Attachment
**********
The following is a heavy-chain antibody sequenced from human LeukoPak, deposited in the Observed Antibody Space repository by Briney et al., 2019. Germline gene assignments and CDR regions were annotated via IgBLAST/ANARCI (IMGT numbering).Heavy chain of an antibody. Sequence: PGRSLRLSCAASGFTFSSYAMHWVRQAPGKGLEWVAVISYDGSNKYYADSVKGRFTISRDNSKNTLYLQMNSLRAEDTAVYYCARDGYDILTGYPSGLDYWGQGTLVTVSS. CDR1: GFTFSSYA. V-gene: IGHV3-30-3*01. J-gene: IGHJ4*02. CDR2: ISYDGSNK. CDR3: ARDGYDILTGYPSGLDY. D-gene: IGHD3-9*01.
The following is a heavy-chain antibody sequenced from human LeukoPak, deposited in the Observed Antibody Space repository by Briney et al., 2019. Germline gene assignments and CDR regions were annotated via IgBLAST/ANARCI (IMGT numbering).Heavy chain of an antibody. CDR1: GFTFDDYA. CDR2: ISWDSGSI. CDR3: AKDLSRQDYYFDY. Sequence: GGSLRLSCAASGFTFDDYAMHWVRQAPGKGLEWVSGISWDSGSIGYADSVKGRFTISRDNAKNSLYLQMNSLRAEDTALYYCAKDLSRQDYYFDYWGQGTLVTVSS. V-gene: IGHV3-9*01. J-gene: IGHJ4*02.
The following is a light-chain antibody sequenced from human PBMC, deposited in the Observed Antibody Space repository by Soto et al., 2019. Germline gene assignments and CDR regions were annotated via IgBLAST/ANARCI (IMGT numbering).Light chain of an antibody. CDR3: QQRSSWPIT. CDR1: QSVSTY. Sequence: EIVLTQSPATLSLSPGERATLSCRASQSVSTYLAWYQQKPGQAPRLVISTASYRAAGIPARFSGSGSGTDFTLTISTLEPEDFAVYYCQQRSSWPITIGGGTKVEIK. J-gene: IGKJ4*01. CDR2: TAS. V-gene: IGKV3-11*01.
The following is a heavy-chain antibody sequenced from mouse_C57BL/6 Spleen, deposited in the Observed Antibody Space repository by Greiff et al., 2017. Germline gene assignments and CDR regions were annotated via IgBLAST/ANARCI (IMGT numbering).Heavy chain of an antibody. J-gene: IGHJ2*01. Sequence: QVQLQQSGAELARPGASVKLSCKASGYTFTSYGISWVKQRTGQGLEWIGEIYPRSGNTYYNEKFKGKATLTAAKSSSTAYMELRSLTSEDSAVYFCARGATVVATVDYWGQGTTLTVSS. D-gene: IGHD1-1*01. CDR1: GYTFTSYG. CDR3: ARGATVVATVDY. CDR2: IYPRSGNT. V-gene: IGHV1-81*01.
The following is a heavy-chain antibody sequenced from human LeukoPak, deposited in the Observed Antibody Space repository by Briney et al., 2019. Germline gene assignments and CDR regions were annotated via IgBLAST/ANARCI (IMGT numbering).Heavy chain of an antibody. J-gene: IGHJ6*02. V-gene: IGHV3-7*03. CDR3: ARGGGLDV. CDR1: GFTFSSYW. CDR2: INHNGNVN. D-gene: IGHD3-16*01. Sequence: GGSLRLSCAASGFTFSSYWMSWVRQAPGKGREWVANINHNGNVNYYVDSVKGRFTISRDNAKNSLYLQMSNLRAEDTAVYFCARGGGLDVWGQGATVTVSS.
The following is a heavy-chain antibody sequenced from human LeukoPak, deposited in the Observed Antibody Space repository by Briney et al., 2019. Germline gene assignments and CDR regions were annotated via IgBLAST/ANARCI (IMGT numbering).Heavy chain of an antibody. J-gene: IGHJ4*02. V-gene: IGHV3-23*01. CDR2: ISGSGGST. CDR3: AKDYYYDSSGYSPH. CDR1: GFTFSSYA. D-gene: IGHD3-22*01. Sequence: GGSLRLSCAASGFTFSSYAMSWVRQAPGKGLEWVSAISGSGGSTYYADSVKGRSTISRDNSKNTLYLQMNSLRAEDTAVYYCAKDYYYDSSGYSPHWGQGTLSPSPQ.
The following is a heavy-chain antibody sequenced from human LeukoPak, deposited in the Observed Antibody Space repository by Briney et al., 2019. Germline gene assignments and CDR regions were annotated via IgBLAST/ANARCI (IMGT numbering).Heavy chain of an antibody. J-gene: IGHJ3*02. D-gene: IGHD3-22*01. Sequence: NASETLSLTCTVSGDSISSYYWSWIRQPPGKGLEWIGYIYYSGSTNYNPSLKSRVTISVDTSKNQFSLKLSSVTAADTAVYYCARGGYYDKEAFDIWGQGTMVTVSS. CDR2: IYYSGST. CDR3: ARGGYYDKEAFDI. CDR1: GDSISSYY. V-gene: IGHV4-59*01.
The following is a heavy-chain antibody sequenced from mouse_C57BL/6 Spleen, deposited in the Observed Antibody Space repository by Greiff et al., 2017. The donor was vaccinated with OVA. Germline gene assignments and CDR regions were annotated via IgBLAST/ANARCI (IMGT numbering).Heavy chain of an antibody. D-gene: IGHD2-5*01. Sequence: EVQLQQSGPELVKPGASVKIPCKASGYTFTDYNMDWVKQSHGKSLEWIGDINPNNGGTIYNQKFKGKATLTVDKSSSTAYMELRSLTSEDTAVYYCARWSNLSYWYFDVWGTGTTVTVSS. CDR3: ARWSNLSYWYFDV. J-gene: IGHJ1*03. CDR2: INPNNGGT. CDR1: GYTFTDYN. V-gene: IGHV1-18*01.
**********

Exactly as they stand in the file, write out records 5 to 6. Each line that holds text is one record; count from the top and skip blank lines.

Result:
The following is a heavy-chain antibody sequenced from human LeukoPak, deposited in the Observed Antibody Space repository by Briney et al., 2019. Germline gene assignments and CDR regions were annotated via IgBLAST/ANARCI (IMGT numbering).Heavy chain of an antibody. J-gene: IGHJ6*02. V-gene: IGHV3-7*03. CDR3: ARGGGLDV. CDR1: GFTFSSYW. CDR2: INHNGNVN. D-gene: IGHD3-16*01. Sequence: GGSLRLSCAASGFTFSSYWMSWVRQAPGKGREWVANINHNGNVNYYVDSVKGRFTISRDNAKNSLYLQMSNLRAEDTAVYFCARGGGLDVWGQGATVTVSS.
The following is a heavy-chain antibody sequenced from human LeukoPak, deposited in the Observed Antibody Space repository by Briney et al., 2019. Germline gene assignments and CDR regions were annotated via IgBLAST/ANARCI (IMGT numbering).Heavy chain of an antibody. J-gene: IGHJ4*02. V-gene: IGHV3-23*01. CDR2: ISGSGGST. CDR3: AKDYYYDSSGYSPH. CDR1: GFTFSSYA. D-gene: IGHD3-22*01. Sequence: GGSLRLSCAASGFTFSSYAMSWVRQAPGKGLEWVSAISGSGGSTYYADSVKGRSTISRDNSKNTLYLQMNSLRAEDTAVYYCAKDYYYDSSGYSPHWGQGTLSPSPQ.